Hell is a city much like London, as the poet Shelley famously claimed.
While looking at John Martin’s painting “Pandemonium” (1841), you may think he had the same idea in mind. It looks like an infernal vision of the Embankment, nightmarish buildings towering behind -- a little like the Houses of Parliament -- and the Thames transformed into a river of fire.
We’re still a little worried that last bit might come true. The end of the world, eco-doom, rising flood waters, vengeance from on high -- these fears have never gone out of fashion. For Martin (1789-1854) they were his stock-in-trade. The majority of his pictures deal with such themes as the fall of empires and the Last Judgment, with a certain amount of less compelling heavenly bliss thrown in. Hence the title of the new exhibition devoted to his work at Tate Britain in London, “John Martin: Apocalypse.”
Martin is an oddity of art history. No one, in his own time or since, has known how to classify him. His work was simultaneously popular and much criticized. Some of his paintings were shown as popular attractions, much like dioramas, panoramas and similar early 19th-century predecessors of cinema.
He lived in style, though threatened intermittently by financial ruin. Contemporaries regularly pointed out that his colors were gaudy, his technique slick, and his subject matter repetitive.
“The eternal sameness -- a sameness too of bad taste and absurdity -- in this artist’s style, is quite disgusting.”
So wrote the Edinburgh Literary Review in 1829. It’s still true, and gives you new respect for Georgian art criticism. Yet there’s something about Martin that’s impressive -- the writer quoted above calls it “imposing” -- and also oddly familiar.
That shiny, almost photorealist treatment of cataclysmic scenes, the burning rocks like asteroids crashing down on the teeming multitudes in “The Great Day of His Wrath” (1851-3), the vast geometrically planned cities of ancient Babylon, Thebes and Rome. We’ve seen them somewhere else.
The answer is that Martin was a predecessor of 20th- and 21st-century mass culture. His painting style leads on to film and illustrations in science-fiction magazines, as is emphasized by a reworking of “The Great Day of His Wrath” by the contemporary painter, Glenn Brown. This picture from 1998, hung at the end of the show, includes a few futuristic domes on a rocky pinnacle looking like the products of some alien culture that the crew of the Starship Enterprise might encounter.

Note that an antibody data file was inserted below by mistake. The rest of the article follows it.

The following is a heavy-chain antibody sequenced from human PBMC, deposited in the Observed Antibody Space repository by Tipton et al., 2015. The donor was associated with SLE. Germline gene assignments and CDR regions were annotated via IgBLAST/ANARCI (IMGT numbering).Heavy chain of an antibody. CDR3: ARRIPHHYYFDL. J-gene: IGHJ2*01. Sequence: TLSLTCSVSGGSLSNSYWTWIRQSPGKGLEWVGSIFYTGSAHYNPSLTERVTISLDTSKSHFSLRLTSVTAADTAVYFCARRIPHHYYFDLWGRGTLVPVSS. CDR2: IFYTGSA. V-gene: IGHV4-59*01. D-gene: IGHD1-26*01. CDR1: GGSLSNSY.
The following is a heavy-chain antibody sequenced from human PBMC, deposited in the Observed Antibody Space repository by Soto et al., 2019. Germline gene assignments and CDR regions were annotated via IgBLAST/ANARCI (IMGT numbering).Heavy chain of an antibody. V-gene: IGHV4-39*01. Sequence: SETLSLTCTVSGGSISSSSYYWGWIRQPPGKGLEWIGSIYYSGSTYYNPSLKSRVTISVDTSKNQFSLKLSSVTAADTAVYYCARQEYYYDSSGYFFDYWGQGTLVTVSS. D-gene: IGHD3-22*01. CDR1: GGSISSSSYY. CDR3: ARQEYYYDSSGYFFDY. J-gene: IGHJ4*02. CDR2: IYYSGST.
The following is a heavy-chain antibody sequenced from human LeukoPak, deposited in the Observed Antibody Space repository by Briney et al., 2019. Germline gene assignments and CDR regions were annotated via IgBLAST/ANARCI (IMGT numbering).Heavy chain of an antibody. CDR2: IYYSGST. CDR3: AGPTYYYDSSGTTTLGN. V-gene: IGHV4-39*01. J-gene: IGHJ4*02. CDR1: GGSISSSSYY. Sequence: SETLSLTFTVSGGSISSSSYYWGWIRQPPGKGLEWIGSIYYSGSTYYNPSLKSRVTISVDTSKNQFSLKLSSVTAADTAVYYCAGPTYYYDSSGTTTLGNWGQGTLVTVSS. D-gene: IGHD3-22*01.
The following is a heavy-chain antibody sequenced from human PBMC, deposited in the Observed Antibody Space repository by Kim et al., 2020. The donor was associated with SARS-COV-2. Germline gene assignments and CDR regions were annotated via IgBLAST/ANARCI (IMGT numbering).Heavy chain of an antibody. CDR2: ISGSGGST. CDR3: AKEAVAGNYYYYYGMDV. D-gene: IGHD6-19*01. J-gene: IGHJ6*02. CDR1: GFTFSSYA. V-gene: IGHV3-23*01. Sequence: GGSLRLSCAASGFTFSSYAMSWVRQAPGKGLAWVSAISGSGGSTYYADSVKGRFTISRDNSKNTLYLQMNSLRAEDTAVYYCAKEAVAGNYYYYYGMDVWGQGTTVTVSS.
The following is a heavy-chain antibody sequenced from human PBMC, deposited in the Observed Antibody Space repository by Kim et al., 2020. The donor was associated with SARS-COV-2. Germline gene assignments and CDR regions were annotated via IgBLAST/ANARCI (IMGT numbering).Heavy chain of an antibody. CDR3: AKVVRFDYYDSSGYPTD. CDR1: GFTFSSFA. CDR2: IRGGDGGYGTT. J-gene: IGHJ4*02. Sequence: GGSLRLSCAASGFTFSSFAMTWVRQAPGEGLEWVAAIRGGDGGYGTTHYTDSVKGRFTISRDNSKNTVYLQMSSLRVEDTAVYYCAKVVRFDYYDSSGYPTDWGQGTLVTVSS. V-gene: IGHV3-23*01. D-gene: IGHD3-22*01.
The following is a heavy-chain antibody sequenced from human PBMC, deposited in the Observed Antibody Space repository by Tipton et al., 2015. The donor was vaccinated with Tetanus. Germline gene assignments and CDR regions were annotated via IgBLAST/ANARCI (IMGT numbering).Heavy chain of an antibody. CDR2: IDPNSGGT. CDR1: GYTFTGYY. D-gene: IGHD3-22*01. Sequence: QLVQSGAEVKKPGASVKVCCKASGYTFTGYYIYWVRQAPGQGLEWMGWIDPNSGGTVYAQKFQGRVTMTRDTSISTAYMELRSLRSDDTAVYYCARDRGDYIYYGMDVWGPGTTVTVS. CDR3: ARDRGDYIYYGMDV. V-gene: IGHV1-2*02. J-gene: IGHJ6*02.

The vast pillared hall in which “Belshazzar’s Feast” (1820) takes place could be a set for a Hollywood epic by D.W. Griffith or Cecil B. DeMille. The seething crowds, epic landscapes and spectacular special effects sometimes bring the “Lord of the Rings” films to mind, and also computer games.
Daringly, Tate Britain has embraced this connection by actually turning three paintings on the theme of the Last Judgment into a movie. With digital assistance, the rocks actually quake, lightning flashes across the sky and the waters of heaven gently ripple while voices read out passages from the literature that accompanied these pictures on 19th-century tours.
It’s fun, though loud enough to rumble through the whole show, and it underlines what’s interesting about Martin. Still, this doesn’t get over the basic problem, as noted by those old critics. One apocalypse is gripping, dozens together are boring. That’s showbiz: You get tired even of the end of the world.
“John Martin: Apocalypse” is at Tate Britain, London, through Jan. 15, 2012.
(Martin Gayford is chief art critic for Muse, the arts and leisure section of Bloomberg News. The opinions expressed are his own.)
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